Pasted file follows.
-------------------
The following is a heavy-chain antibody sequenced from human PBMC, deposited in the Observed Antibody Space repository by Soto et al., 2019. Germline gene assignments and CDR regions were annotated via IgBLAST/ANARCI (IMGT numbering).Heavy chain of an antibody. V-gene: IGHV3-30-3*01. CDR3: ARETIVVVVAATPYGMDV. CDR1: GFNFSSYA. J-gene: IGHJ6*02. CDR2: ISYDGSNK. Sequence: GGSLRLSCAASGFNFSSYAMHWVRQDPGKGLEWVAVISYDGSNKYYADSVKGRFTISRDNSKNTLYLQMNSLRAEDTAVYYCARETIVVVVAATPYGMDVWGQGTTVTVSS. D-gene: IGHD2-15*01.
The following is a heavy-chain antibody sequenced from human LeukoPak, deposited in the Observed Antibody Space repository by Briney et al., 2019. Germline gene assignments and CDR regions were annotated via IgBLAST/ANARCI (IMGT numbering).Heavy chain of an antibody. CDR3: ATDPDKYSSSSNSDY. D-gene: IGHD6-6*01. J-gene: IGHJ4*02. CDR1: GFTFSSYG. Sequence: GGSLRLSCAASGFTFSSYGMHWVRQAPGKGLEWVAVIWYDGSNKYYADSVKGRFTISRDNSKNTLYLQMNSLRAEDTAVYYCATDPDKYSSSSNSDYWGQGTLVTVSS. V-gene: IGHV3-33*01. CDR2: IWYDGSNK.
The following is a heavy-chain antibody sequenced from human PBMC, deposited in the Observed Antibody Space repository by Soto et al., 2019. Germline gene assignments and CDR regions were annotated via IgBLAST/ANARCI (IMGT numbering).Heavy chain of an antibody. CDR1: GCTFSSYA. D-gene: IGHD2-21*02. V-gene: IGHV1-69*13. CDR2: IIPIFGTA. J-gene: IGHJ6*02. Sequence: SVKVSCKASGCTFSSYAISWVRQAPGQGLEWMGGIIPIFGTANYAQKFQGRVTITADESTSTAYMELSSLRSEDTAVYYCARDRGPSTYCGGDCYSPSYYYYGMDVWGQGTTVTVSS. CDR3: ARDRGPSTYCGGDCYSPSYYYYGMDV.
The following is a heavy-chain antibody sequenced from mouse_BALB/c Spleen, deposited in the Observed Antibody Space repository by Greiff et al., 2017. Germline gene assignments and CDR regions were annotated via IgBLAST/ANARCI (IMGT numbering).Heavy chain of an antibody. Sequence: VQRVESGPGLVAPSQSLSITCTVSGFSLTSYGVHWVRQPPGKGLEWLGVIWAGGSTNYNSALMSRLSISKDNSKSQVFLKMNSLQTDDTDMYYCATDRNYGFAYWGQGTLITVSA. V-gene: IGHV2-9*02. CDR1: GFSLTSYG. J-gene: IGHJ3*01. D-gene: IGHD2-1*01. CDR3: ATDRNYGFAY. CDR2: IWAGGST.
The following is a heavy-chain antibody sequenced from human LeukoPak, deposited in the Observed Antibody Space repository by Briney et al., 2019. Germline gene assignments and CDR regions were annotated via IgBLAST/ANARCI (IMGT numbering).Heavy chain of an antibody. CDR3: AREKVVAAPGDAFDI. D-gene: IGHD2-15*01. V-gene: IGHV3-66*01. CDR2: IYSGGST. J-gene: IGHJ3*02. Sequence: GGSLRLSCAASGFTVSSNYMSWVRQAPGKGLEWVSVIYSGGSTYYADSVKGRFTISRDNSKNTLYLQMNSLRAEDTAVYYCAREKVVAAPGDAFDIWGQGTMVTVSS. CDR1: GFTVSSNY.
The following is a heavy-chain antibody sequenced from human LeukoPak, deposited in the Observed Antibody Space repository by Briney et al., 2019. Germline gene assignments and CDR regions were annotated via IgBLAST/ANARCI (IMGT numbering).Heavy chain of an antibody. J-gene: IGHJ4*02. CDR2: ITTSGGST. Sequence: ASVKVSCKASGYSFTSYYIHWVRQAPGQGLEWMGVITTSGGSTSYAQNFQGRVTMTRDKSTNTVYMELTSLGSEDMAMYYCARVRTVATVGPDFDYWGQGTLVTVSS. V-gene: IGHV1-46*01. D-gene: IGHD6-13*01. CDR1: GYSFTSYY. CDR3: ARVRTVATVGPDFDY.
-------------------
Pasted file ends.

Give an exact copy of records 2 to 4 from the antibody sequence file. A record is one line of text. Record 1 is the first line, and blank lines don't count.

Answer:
The following is a heavy-chain antibody sequenced from human LeukoPak, deposited in the Observed Antibody Space repository by Briney et al., 2019. Germline gene assignments and CDR regions were annotated via IgBLAST/ANARCI (IMGT numbering).Heavy chain of an antibody. CDR3: ATDPDKYSSSSNSDY. D-gene: IGHD6-6*01. J-gene: IGHJ4*02. CDR1: GFTFSSYG. Sequence: GGSLRLSCAASGFTFSSYGMHWVRQAPGKGLEWVAVIWYDGSNKYYADSVKGRFTISRDNSKNTLYLQMNSLRAEDTAVYYCATDPDKYSSSSNSDYWGQGTLVTVSS. V-gene: IGHV3-33*01. CDR2: IWYDGSNK.
The following is a heavy-chain antibody sequenced from human PBMC, deposited in the Observed Antibody Space repository by Soto et al., 2019. Germline gene assignments and CDR regions were annotated via IgBLAST/ANARCI (IMGT numbering).Heavy chain of an antibody. CDR1: GCTFSSYA. D-gene: IGHD2-21*02. V-gene: IGHV1-69*13. CDR2: IIPIFGTA. J-gene: IGHJ6*02. Sequence: SVKVSCKASGCTFSSYAISWVRQAPGQGLEWMGGIIPIFGTANYAQKFQGRVTITADESTSTAYMELSSLRSEDTAVYYCARDRGPSTYCGGDCYSPSYYYYGMDVWGQGTTVTVSS. CDR3: ARDRGPSTYCGGDCYSPSYYYYGMDV.
The following is a heavy-chain antibody sequenced from mouse_BALB/c Spleen, deposited in the Observed Antibody Space repository by Greiff et al., 2017. Germline gene assignments and CDR regions were annotated via IgBLAST/ANARCI (IMGT numbering).Heavy chain of an antibody. Sequence: VQRVESGPGLVAPSQSLSITCTVSGFSLTSYGVHWVRQPPGKGLEWLGVIWAGGSTNYNSALMSRLSISKDNSKSQVFLKMNSLQTDDTDMYYCATDRNYGFAYWGQGTLITVSA. V-gene: IGHV2-9*02. CDR1: GFSLTSYG. J-gene: IGHJ3*01. D-gene: IGHD2-1*01. CDR3: ATDRNYGFAY. CDR2: IWAGGST.